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Fairfax, was founded in 1903 in the southwestern section of the Osage Indian Reservation (now known Osage County).

Maria Tallchief, universally recognized as America's first great prima ballerina, was born in Fairfax, Oklahoma, of Scotch, Irish, and American Indian descent. She excelled in two of the performing arts - dance and music -; and at age 15 chose a career in ballet. Among her teachers was famed dancer and choreographer Bronislava Nijinska, sister of the legendary Nijinski and member of the innovative Diaghilev Ballet.

Maria and Marjorie (also a noted ballerina) Tallchief were raised on the Osage Reservation in the 10 room terra-cotta brick home featured on the homepage of this site. The Tallchief home and several buildings built by the Alexander Joseph Tallchief (including the local theatre) still stand today. More on this piece of history...


Maria Tallchief
Click to Enlarge How Fairfax Got its Name...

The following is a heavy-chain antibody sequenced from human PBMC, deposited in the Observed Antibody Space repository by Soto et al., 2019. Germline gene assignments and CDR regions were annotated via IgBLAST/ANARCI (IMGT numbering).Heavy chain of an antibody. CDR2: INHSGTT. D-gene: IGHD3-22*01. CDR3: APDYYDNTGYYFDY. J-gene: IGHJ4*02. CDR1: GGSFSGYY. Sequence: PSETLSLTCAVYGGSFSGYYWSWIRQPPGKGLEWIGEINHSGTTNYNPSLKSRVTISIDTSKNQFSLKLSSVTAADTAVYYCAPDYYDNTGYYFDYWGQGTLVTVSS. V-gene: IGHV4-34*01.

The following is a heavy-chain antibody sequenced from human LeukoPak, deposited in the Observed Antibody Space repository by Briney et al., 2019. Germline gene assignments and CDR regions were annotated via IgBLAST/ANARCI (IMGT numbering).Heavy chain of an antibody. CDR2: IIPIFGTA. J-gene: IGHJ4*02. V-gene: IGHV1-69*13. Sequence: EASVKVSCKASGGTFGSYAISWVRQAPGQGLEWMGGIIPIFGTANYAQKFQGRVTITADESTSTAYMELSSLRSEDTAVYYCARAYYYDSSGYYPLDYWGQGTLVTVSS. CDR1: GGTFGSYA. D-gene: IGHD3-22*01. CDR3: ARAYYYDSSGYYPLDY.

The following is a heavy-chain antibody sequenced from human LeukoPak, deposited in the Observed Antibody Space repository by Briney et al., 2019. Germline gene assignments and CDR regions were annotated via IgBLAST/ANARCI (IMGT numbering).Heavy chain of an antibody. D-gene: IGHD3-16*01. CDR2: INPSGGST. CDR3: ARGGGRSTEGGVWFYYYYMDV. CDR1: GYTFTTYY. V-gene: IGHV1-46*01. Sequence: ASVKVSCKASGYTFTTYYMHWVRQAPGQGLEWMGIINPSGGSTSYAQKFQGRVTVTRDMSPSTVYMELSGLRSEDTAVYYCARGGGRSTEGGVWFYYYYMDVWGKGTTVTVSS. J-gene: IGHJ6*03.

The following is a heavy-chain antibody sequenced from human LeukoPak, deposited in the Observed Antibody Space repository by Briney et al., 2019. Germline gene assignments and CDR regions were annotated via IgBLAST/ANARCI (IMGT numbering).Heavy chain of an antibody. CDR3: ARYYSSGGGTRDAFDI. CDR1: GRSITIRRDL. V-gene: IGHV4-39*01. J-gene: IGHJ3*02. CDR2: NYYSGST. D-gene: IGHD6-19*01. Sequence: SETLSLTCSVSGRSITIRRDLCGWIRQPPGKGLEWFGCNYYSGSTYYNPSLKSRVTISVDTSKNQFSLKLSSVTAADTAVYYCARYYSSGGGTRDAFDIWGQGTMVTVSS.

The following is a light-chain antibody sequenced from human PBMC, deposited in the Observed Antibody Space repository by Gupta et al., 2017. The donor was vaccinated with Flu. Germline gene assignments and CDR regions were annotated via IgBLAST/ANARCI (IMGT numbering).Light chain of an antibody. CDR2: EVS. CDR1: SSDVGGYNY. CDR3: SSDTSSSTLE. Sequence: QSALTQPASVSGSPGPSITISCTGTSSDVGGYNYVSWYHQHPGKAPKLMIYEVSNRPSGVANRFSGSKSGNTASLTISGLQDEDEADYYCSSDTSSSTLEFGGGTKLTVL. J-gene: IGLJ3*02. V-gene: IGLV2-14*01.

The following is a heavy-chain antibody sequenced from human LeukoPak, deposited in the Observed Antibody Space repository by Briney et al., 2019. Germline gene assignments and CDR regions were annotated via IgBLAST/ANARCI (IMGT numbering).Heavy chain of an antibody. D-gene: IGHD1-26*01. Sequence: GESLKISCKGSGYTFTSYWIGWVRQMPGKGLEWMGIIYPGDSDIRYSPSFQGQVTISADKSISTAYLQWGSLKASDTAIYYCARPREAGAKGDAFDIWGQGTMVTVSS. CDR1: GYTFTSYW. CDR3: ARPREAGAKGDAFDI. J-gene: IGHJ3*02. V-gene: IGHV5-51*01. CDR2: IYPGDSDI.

When the Santa Fe Railway was built through this area, a group of Trader-Merchants at Grayhorse IT, located two miles east of the proposed railroad, asked for a station to be located on the line. The businessmen, seeing the advantage of having a town on the railroad, moved their businesses from Grayhorse to the station site. The name chosen for the station by the railroad was Coda but residents thought that sounded too 'wild west'. L.A. Wismeyer, founder of Fairfax, has spent many days in Washington D.C. on business concerning the townsite. He and his wife stayed at the Hotel Fairfax. They suggested Fairfax as a name for the new town. The residents of the new community liked the name and with railroad company permission the name was changed to Fairfax.
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